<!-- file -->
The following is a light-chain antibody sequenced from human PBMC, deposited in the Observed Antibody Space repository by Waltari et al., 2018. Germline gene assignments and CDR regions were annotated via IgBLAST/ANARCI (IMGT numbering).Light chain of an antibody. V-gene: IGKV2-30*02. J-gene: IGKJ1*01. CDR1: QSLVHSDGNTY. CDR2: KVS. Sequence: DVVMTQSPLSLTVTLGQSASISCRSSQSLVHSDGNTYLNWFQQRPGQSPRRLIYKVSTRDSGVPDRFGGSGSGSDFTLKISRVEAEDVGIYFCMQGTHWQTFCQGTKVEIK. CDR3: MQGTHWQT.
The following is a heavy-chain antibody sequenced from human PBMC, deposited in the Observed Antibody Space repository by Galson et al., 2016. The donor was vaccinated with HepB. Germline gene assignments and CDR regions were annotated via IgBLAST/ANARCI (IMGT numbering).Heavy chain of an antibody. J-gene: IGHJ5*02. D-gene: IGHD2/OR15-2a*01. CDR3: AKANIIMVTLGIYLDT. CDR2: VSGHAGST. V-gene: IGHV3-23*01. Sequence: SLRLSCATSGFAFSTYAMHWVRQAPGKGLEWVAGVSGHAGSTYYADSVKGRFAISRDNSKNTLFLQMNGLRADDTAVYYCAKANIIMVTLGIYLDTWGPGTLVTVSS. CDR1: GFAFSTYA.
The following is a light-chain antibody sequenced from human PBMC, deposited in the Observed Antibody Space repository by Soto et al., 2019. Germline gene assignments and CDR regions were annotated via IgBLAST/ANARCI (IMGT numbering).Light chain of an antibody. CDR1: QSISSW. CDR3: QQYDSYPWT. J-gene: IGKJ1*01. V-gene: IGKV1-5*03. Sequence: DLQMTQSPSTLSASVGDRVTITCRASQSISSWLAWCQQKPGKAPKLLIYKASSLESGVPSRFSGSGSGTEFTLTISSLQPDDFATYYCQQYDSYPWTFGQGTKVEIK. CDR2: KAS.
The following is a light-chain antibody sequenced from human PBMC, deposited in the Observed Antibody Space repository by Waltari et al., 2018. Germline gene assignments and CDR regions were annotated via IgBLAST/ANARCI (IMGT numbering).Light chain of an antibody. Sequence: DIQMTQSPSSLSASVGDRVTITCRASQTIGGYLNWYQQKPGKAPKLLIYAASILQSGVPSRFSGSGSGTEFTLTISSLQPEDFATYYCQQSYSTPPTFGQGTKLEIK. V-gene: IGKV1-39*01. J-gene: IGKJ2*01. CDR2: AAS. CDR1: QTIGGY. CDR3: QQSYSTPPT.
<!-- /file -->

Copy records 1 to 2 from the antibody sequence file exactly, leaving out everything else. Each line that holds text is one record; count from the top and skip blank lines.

The following is a light-chain antibody sequenced from human PBMC, deposited in the Observed Antibody Space repository by Waltari et al., 2018. Germline gene assignments and CDR regions were annotated via IgBLAST/ANARCI (IMGT numbering).Light chain of an antibody. V-gene: IGKV2-30*02. J-gene: IGKJ1*01. CDR1: QSLVHSDGNTY. CDR2: KVS. Sequence: DVVMTQSPLSLTVTLGQSASISCRSSQSLVHSDGNTYLNWFQQRPGQSPRRLIYKVSTRDSGVPDRFGGSGSGSDFTLKISRVEAEDVGIYFCMQGTHWQTFCQGTKVEIK. CDR3: MQGTHWQT.
The following is a heavy-chain antibody sequenced from human PBMC, deposited in the Observed Antibody Space repository by Galson et al., 2016. The donor was vaccinated with HepB. Germline gene assignments and CDR regions were annotated via IgBLAST/ANARCI (IMGT numbering).Heavy chain of an antibody. J-gene: IGHJ5*02. D-gene: IGHD2/OR15-2a*01. CDR3: AKANIIMVTLGIYLDT. CDR2: VSGHAGST. V-gene: IGHV3-23*01. Sequence: SLRLSCATSGFAFSTYAMHWVRQAPGKGLEWVAGVSGHAGSTYYADSVKGRFAISRDNSKNTLFLQMNGLRADDTAVYYCAKANIIMVTLGIYLDTWGPGTLVTVSS. CDR1: GFAFSTYA.